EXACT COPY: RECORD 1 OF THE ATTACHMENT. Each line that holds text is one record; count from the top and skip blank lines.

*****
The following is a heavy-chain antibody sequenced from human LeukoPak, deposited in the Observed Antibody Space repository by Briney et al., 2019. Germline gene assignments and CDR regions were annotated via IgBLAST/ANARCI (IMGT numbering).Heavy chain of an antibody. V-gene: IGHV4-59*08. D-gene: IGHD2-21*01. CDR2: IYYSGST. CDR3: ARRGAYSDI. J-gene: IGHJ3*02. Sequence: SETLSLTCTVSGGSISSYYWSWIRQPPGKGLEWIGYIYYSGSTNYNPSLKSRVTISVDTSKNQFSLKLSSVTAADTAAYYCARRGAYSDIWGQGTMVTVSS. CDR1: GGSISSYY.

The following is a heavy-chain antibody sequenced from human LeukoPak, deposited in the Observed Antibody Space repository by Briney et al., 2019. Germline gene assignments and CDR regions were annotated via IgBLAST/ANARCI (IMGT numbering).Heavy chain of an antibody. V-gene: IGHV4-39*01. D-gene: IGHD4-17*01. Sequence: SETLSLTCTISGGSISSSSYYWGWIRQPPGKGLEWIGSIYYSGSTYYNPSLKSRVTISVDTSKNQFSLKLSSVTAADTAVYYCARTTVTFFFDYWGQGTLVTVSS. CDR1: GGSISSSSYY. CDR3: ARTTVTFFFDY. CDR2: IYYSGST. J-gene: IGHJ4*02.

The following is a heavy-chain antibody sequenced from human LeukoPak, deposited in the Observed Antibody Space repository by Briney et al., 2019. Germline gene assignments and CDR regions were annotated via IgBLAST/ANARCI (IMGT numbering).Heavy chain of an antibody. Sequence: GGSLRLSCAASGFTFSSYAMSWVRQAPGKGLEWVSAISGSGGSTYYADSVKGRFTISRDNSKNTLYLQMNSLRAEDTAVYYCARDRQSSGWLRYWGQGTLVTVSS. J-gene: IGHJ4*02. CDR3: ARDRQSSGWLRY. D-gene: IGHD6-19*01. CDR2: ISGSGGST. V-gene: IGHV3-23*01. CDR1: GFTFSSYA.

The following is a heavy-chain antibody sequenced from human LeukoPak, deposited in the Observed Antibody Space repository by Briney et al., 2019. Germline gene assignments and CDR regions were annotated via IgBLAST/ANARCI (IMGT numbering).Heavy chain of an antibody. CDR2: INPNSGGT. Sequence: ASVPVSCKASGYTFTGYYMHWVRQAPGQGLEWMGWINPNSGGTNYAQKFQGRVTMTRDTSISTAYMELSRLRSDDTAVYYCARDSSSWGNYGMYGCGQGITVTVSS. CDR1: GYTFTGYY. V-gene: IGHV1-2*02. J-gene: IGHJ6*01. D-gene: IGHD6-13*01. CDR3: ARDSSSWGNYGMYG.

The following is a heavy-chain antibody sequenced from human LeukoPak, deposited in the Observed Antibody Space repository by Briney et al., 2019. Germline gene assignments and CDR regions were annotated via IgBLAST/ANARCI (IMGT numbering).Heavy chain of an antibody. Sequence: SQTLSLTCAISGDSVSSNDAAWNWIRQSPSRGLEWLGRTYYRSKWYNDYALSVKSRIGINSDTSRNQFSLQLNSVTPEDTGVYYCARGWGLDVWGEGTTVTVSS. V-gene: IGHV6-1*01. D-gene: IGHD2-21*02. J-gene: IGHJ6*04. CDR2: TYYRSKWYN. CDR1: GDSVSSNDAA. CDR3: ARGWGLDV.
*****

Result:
The following is a heavy-chain antibody sequenced from human LeukoPak, deposited in the Observed Antibody Space repository by Briney et al., 2019. Germline gene assignments and CDR regions were annotated via IgBLAST/ANARCI (IMGT numbering).Heavy chain of an antibody. V-gene: IGHV4-59*08. D-gene: IGHD2-21*01. CDR2: IYYSGST. CDR3: ARRGAYSDI. J-gene: IGHJ3*02. Sequence: SETLSLTCTVSGGSISSYYWSWIRQPPGKGLEWIGYIYYSGSTNYNPSLKSRVTISVDTSKNQFSLKLSSVTAADTAAYYCARRGAYSDIWGQGTMVTVSS. CDR1: GGSISSYY.